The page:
Do you mix your own IV's?

Nurses Safety


I was wondering how many nurses still have to mix some of their own IV's. The small hospital I work at does not have a 24 hour pharmacy, so sometimes we end up mixing our own IV's. We even have to mix our own IV's with Potassium Chloride because admininstration says the premixed bags are too expensive. How do we convince them that having Potassium Chloride on the floors is downright dangerous and just asking for a fatal med error? I really don't mind mixing the few IV's I have to after the pharmacy is closed, but I do not like having the potassium choloride on the floor. Any ideas on how to convince people who have no concept of how dangerous this is to get us the premixed bags? Thanks!!!

canoehead, BSN, RN

6,856 Posts

Specializes in ER.

We used to treat KCl as a narcotic, it had to be signed out and counted. Then after a state survey we went to premixed bags that must be signed out of the pharmacy by a supervisor.

Counting and witnessing waste etc seemed to work well as it means someone else needs to double check what you are giving.


455 Posts

Any ideas on how to convince people who have no concept of how dangerous this is to get us the premixed bags? Thanks!!!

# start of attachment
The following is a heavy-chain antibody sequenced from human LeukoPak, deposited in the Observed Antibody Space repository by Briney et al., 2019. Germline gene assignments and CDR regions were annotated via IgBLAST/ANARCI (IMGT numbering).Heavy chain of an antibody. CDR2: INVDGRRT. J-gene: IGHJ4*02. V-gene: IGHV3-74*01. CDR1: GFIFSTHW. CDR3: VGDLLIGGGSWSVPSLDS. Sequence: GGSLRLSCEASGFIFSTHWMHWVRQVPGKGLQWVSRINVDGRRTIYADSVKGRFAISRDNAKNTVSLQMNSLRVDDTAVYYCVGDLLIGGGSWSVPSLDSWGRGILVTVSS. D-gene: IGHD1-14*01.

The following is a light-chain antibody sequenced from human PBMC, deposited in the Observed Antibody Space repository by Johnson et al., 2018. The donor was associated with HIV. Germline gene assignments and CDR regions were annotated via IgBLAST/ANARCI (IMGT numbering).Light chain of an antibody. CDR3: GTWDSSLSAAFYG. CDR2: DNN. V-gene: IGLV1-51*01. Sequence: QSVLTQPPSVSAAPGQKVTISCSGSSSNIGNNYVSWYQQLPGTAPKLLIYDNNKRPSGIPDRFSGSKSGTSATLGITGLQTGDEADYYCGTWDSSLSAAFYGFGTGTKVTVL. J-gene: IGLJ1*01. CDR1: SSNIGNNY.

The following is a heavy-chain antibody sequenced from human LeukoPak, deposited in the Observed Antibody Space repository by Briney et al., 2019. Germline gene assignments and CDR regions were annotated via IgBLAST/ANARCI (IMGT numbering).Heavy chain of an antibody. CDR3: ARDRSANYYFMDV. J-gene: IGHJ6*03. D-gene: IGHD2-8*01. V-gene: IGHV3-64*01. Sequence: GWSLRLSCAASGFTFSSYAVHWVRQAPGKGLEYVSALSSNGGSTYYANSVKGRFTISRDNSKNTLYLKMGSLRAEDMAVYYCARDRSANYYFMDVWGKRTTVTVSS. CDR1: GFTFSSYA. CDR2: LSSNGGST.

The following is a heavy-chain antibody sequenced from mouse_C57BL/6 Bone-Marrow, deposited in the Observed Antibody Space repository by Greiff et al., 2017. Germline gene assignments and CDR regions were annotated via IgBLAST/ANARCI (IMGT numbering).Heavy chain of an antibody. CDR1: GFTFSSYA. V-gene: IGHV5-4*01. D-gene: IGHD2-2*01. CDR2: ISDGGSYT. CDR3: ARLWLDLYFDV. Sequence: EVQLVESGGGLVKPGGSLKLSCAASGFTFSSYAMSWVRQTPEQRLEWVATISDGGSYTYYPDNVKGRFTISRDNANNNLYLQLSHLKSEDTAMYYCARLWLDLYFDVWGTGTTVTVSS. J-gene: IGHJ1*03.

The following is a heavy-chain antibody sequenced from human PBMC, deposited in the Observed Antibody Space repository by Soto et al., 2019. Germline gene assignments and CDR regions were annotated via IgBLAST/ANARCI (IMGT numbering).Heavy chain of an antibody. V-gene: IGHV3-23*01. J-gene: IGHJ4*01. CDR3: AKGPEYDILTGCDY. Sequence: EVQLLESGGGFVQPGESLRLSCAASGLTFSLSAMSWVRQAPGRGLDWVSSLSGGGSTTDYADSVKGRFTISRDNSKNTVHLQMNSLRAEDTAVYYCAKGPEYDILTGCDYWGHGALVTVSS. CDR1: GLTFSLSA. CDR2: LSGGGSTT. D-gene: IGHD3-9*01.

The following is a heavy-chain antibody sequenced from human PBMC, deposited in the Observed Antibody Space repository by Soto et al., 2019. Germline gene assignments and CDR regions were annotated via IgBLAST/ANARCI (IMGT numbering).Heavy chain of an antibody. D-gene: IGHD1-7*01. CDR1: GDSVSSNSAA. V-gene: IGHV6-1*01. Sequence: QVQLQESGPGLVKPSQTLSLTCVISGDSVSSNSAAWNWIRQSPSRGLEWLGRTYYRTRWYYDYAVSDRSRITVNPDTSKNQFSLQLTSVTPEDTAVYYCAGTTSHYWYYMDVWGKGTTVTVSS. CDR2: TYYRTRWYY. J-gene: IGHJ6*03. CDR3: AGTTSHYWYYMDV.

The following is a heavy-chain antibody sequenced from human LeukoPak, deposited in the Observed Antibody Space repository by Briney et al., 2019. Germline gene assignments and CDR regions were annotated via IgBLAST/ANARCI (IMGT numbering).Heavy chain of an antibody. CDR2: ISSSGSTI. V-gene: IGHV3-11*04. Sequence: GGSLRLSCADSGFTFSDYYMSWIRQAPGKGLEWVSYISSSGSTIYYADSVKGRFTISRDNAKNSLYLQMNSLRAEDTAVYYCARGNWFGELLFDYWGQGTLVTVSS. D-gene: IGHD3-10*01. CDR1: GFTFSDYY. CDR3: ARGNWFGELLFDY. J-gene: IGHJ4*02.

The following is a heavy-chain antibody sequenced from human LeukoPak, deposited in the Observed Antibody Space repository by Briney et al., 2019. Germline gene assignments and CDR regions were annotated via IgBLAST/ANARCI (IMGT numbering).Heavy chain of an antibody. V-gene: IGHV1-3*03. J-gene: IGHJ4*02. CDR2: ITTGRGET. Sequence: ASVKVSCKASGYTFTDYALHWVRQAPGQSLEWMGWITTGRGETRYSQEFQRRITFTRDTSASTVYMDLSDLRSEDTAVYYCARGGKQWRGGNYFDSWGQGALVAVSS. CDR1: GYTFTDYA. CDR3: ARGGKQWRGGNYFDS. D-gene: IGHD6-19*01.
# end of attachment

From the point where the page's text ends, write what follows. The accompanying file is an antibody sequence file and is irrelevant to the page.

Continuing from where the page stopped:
This may take some time on your part, but I would go to the CINAHL data base and do a literature search for any research studies that address this problem. Find the research articles either at your hospitals library or a college library and make a written statement to your administrator addressing the issue and using the research findings to back up your stance.

Canoehead also had a good idea to have these dosages checked by 2 or more nurses prior to administration.

Either way, state your case and ask to have a protocol either written or changed to maintain patient safety. It's like you said, they have no idea how dangerous it is. Educate them about the dangers. :)



100 Posts

When I started in nursing we mixed all of our own IV meds, including potassium. The saying was "If you did not mix it, you do not hang it". The theory was that if you did not mix it yourself then you did not really know what was in it.